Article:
There’s an old screenwriting maxim that says the most compelling stories occur when characters have no choice but to act. In other words, if you want to portray desperate measures, you’d better create desperate times too.
In this excellent heist flick British writer/director Sean Ellis takes this idea to the extreme, piling indignity after indignity on Filipino farmer Oscar (Jake Macapagal) and his family as they move from the peaceful poverty of the countryside to the desperate squalor of the city.
By the time Oscar eventually reaches breaking point, you’ll be praying for him to do something – anything – to save himself, however dangerous.
Ellis isn’t adverse to a little risk-taking of his own. After being Oscar-nominated for his 2004 short Cashback , and having made several English-language films, he decided to branch out and shoot Metro Manila as a tourist abroad, completely in the Tagalog language. The result is a fascinating juxtaposition of familiar story beats and unfamiliar backdrop.
Because Oscar is a fish out of water too, we discover the city, and its seedy side, as he does.
There’s plenty of local colour – endless flashing neon, endemic corruption, a hospital sign ironically proclaiming “In God We Trust” – in fact, too much for our heroes, who soon find themselves squatting in the slums with nothing to show for it but their dignity. They don’t even hang on to that for long.
Wife Mai (Althea Vega) starts working in a hostess bar, while Oscar gets a job driving an armoured truck, and life expectancy is low. “This is the Wild West!” says his new partner Ong (John Arcilla), a jovial old-timer who tests Oscar with little transgressions that gradually escalate as the plot mechanics kick in.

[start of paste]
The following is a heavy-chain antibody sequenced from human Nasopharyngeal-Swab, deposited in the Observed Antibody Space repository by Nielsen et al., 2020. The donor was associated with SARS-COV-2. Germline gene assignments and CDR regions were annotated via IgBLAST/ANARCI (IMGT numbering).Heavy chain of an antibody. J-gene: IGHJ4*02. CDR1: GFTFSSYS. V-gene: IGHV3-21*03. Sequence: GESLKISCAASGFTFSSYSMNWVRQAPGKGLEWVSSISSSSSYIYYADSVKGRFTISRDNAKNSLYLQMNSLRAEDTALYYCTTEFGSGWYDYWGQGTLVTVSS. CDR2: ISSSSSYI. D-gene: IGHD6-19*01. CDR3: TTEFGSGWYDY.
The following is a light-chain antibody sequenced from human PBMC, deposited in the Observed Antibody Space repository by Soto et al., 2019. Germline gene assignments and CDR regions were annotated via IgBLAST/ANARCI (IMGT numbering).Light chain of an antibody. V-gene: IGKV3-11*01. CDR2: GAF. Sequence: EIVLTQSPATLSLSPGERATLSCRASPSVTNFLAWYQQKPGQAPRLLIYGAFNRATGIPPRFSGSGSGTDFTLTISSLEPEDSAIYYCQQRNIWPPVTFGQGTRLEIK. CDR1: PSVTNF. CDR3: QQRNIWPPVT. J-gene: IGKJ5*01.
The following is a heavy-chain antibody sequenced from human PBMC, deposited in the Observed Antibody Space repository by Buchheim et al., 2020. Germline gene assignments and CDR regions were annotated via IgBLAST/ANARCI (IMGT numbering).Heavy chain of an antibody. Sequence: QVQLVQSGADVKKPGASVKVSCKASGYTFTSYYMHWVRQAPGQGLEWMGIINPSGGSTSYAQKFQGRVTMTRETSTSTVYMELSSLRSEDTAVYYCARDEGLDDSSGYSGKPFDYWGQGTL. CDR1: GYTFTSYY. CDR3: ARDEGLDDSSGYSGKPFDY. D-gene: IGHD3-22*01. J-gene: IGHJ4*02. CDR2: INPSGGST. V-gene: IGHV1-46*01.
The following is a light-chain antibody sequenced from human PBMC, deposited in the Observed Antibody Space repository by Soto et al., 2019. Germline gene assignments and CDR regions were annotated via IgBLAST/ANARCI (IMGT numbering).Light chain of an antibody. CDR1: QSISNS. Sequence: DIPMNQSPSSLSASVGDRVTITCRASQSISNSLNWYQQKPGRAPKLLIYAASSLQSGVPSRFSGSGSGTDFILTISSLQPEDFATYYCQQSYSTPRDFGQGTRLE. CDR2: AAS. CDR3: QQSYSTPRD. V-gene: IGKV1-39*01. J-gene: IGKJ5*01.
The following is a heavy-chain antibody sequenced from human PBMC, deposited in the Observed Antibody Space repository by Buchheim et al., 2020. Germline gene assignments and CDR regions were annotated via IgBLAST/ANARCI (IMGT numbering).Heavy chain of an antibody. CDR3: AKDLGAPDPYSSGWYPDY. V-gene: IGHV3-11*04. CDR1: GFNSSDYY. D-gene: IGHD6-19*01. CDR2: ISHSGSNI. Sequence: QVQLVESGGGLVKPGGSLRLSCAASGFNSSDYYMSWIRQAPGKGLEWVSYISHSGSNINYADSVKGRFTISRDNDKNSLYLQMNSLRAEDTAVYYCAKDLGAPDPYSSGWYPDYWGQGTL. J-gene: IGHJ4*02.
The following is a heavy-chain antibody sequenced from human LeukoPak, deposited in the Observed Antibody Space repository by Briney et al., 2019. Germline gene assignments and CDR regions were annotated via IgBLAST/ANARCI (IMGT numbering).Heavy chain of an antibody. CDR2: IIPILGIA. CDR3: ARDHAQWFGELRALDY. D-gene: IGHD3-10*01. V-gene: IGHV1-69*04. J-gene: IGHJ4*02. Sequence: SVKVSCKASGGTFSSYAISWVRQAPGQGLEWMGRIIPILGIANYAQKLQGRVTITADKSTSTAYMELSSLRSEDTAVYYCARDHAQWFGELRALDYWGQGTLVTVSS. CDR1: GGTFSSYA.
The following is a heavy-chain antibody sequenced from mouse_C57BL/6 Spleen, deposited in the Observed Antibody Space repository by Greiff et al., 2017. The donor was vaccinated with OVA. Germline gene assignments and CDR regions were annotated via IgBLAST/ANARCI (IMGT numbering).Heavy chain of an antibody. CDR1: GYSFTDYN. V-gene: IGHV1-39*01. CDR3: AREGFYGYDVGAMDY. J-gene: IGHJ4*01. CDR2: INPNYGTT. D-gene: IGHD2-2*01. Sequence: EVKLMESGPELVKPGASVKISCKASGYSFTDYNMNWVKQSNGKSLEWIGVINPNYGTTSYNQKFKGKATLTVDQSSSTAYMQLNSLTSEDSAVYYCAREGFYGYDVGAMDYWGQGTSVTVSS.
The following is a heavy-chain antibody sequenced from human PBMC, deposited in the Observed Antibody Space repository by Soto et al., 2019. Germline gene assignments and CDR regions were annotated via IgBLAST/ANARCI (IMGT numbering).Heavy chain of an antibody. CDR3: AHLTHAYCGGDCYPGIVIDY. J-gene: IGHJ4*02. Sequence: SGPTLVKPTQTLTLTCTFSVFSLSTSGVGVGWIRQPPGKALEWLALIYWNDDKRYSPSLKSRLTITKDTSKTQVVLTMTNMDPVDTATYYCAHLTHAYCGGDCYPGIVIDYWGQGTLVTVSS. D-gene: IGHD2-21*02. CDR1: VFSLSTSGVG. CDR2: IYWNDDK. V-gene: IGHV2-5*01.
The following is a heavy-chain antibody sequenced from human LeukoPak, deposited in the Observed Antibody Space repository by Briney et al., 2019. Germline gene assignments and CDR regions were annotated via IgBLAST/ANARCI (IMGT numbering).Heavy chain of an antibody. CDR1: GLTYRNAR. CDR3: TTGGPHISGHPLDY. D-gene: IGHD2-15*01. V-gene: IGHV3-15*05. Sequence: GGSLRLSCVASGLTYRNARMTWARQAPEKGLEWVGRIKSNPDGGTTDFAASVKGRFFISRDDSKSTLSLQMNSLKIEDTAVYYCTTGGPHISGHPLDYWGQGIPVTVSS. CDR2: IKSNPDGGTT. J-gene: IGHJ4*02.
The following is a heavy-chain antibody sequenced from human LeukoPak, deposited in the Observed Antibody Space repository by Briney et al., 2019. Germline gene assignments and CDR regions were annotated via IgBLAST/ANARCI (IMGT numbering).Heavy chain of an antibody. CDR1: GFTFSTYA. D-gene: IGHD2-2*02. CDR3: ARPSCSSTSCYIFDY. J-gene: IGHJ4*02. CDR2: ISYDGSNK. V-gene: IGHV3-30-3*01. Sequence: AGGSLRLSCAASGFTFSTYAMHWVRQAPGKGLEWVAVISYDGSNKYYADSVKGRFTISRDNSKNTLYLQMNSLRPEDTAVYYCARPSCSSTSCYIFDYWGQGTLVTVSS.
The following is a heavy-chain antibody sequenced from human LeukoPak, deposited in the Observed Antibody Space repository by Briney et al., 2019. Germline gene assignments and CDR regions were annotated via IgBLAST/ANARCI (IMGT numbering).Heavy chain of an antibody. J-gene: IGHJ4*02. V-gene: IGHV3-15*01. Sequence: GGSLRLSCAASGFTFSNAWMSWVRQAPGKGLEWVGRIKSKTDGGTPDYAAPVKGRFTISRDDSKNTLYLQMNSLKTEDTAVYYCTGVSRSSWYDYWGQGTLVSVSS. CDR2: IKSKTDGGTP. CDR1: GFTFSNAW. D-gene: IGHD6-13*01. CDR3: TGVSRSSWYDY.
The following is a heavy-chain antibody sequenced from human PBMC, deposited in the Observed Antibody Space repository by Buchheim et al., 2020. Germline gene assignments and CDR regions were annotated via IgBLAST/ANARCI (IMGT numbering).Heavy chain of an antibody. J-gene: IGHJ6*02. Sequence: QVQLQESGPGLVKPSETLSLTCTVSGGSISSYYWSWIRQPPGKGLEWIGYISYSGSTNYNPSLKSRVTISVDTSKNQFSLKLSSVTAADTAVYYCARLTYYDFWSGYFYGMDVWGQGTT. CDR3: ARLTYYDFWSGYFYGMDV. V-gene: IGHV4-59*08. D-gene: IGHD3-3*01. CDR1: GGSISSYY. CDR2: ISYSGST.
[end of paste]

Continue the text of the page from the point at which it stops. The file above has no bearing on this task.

Taking so long to turn from travelogue to thriller is a gamble, but as Oscar’s opening voiceover assures us, “No matter how long the procession, it always ends at the church door.”
And when Metro Manila pays off, it pays off big – it’s been so frontloaded with character detail that we’re heavily invested in what happens to everyone.
One heart-breaking sequence crosscuts between Mai degrading herself, while Oscar drinks shots with his new colleagues. Oscar locks himself in the toilet, ostensibly to throw up, but it’s even more shameful than that: he’s crying.
By the end of this compassionate thriller, you might be too.
A moving morality tale set in a world rarely seen in western cinema, Metro Manila is an underdog drama that feels as authentic as it is original.
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